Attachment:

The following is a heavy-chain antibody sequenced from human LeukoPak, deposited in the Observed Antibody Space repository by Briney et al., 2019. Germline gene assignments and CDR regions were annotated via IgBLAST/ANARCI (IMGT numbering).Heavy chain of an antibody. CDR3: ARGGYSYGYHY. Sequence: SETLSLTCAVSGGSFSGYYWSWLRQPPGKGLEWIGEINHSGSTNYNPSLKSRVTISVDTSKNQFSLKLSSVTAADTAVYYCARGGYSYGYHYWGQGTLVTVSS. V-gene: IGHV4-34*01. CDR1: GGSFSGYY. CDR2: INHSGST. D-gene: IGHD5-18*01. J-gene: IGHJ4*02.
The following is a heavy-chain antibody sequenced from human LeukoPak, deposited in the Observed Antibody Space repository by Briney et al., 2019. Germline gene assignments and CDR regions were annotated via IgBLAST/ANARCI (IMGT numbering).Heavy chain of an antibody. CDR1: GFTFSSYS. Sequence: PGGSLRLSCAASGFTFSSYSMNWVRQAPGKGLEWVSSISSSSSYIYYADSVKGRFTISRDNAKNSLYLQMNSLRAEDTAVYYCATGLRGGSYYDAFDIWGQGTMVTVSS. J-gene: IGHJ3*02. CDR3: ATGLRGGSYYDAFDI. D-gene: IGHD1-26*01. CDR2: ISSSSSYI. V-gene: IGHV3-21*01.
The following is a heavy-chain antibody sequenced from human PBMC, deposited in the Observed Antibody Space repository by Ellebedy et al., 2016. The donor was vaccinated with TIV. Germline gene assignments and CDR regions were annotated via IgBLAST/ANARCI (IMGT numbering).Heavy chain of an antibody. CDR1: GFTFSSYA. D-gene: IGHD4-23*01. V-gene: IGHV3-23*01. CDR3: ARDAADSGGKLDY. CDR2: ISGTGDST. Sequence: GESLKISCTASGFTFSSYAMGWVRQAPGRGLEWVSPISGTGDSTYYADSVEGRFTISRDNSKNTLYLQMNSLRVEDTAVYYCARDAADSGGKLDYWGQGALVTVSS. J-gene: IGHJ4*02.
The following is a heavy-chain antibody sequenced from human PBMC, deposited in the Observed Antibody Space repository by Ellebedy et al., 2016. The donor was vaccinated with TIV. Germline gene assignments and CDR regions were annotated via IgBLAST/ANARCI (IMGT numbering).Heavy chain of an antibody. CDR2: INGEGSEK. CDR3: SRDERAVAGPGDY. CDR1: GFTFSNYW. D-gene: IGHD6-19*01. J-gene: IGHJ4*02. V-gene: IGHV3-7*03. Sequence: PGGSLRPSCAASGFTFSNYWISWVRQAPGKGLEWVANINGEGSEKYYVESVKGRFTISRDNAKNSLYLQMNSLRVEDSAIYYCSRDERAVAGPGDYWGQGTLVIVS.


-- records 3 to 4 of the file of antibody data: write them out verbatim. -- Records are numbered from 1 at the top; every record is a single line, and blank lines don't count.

The following is a heavy-chain antibody sequenced from human PBMC, deposited in the Observed Antibody Space repository by Ellebedy et al., 2016. The donor was vaccinated with TIV. Germline gene assignments and CDR regions were annotated via IgBLAST/ANARCI (IMGT numbering).Heavy chain of an antibody. CDR1: GFTFSSYA. D-gene: IGHD4-23*01. V-gene: IGHV3-23*01. CDR3: ARDAADSGGKLDY. CDR2: ISGTGDST. Sequence: GESLKISCTASGFTFSSYAMGWVRQAPGRGLEWVSPISGTGDSTYYADSVEGRFTISRDNSKNTLYLQMNSLRVEDTAVYYCARDAADSGGKLDYWGQGALVTVSS. J-gene: IGHJ4*02.
The following is a heavy-chain antibody sequenced from human PBMC, deposited in the Observed Antibody Space repository by Ellebedy et al., 2016. The donor was vaccinated with TIV. Germline gene assignments and CDR regions were annotated via IgBLAST/ANARCI (IMGT numbering).Heavy chain of an antibody. CDR2: INGEGSEK. CDR3: SRDERAVAGPGDY. CDR1: GFTFSNYW. D-gene: IGHD6-19*01. J-gene: IGHJ4*02. V-gene: IGHV3-7*03. Sequence: PGGSLRPSCAASGFTFSNYWISWVRQAPGKGLEWVANINGEGSEKYYVESVKGRFTISRDNAKNSLYLQMNSLRVEDSAIYYCSRDERAVAGPGDYWGQGTLVIVS.